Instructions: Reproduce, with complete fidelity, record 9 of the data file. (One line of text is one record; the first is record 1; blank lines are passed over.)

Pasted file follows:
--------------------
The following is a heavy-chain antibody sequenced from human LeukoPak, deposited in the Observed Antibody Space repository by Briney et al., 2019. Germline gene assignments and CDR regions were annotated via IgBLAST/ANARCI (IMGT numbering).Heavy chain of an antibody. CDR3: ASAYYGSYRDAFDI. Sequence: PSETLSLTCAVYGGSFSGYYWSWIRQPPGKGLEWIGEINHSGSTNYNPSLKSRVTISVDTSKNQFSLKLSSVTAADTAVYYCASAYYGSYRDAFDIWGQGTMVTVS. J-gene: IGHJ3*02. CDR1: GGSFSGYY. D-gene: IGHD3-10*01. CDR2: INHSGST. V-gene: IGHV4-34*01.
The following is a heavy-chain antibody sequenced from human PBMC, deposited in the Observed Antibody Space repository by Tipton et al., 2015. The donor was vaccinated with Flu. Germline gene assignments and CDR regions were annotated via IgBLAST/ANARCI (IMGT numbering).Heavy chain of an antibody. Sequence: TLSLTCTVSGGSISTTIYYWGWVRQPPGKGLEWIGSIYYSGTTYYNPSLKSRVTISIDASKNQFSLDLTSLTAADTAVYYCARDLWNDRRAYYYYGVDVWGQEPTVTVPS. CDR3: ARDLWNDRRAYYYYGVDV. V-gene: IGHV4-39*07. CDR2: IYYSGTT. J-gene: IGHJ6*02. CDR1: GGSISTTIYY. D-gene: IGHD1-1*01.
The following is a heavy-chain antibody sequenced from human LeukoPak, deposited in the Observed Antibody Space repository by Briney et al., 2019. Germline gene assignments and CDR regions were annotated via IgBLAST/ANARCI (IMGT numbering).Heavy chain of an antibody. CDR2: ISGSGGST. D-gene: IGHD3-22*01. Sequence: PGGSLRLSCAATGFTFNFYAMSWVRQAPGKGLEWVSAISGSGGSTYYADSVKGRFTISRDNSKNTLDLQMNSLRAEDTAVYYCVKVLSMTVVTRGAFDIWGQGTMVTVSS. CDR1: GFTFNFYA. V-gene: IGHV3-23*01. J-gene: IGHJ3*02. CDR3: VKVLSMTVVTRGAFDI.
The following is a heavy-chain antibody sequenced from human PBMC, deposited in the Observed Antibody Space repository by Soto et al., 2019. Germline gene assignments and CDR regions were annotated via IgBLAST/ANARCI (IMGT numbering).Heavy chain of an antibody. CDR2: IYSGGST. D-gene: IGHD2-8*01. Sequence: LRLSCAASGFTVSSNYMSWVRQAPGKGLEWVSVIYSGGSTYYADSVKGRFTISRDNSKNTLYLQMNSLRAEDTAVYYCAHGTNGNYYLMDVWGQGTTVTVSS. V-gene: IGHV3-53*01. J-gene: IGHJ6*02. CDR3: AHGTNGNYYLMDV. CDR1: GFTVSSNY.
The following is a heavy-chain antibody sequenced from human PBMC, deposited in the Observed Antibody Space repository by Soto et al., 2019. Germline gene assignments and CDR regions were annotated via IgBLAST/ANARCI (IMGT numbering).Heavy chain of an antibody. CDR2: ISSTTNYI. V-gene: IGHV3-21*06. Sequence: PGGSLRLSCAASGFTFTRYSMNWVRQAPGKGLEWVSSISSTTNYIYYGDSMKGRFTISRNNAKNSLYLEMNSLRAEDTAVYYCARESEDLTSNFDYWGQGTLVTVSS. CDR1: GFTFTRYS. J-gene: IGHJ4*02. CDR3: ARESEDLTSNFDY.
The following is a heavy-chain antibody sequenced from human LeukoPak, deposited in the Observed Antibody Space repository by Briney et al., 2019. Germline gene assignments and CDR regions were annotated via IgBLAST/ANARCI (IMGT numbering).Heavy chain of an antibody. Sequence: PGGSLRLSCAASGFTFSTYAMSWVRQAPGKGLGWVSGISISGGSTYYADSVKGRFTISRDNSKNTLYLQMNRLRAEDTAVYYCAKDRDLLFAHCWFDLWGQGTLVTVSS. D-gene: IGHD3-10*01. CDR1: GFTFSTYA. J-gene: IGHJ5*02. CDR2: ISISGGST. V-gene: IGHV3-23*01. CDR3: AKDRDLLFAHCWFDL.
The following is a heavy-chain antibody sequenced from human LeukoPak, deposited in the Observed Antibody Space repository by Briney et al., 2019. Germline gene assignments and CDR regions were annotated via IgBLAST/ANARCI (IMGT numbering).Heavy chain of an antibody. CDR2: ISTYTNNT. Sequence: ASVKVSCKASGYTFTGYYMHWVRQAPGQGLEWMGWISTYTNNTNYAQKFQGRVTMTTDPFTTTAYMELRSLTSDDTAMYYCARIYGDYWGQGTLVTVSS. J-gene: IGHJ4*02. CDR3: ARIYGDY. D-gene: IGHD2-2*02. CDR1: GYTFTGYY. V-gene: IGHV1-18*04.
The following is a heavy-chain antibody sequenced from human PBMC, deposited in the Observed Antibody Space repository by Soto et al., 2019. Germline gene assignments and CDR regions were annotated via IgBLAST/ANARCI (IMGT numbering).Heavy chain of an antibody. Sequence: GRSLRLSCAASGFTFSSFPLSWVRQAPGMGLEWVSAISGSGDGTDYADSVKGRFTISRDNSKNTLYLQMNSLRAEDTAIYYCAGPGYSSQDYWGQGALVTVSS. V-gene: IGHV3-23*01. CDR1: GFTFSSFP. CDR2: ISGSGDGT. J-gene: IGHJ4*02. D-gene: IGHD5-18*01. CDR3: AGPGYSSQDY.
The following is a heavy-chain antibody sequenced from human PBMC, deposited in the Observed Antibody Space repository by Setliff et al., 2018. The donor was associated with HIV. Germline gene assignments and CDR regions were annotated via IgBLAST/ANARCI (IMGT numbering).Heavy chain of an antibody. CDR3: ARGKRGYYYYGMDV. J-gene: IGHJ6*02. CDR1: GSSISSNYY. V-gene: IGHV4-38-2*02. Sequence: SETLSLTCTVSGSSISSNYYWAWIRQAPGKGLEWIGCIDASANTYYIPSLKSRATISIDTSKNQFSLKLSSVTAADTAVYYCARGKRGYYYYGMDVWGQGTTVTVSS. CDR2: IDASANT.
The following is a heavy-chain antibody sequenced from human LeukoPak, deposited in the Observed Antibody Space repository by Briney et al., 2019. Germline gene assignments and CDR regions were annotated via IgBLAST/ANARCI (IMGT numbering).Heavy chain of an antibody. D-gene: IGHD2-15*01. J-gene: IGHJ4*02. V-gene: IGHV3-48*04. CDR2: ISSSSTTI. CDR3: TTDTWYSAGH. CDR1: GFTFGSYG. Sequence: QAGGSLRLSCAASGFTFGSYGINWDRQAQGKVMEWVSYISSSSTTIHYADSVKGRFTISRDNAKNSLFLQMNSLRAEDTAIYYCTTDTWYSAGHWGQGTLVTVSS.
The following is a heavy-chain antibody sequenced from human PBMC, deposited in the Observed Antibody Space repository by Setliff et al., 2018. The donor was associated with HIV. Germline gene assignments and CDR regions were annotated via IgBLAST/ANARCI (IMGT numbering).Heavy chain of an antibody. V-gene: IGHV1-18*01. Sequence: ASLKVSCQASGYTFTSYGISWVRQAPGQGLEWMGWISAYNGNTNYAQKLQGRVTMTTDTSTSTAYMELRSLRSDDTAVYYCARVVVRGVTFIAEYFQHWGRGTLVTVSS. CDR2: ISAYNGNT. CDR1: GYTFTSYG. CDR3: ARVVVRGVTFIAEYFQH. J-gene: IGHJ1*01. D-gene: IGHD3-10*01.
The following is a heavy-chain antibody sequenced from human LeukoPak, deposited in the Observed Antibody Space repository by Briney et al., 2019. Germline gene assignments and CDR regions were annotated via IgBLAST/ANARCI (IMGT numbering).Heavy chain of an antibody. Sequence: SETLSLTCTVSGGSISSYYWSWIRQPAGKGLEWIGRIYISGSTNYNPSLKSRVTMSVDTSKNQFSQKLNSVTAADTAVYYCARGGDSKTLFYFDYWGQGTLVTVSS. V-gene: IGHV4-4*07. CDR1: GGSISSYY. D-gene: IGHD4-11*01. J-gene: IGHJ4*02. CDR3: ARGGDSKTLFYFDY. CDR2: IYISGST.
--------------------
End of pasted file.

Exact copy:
The following is a heavy-chain antibody sequenced from human PBMC, deposited in the Observed Antibody Space repository by Setliff et al., 2018. The donor was associated with HIV. Germline gene assignments and CDR regions were annotated via IgBLAST/ANARCI (IMGT numbering).Heavy chain of an antibody. CDR3: ARGKRGYYYYGMDV. J-gene: IGHJ6*02. CDR1: GSSISSNYY. V-gene: IGHV4-38-2*02. Sequence: SETLSLTCTVSGSSISSNYYWAWIRQAPGKGLEWIGCIDASANTYYIPSLKSRATISIDTSKNQFSLKLSSVTAADTAVYYCARGKRGYYYYGMDVWGQGTTVTVSS. CDR2: IDASANT.